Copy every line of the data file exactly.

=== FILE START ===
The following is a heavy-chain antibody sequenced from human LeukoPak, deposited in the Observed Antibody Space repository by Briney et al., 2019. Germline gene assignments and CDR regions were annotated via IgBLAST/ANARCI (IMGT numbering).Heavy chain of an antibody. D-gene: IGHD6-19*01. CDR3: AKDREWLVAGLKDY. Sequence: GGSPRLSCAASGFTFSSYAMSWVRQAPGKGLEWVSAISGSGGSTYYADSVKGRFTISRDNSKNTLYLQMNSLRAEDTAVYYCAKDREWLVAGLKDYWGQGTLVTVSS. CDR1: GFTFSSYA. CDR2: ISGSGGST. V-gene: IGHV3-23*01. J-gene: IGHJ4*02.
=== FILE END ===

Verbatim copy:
The following is a heavy-chain antibody sequenced from human LeukoPak, deposited in the Observed Antibody Space repository by Briney et al., 2019. Germline gene assignments and CDR regions were annotated via IgBLAST/ANARCI (IMGT numbering).Heavy chain of an antibody. D-gene: IGHD6-19*01. CDR3: AKDREWLVAGLKDY. Sequence: GGSPRLSCAASGFTFSSYAMSWVRQAPGKGLEWVSAISGSGGSTYYADSVKGRFTISRDNSKNTLYLQMNSLRAEDTAVYYCAKDREWLVAGLKDYWGQGTLVTVSS. CDR1: GFTFSSYA. CDR2: ISGSGGST. V-gene: IGHV3-23*01. J-gene: IGHJ4*02.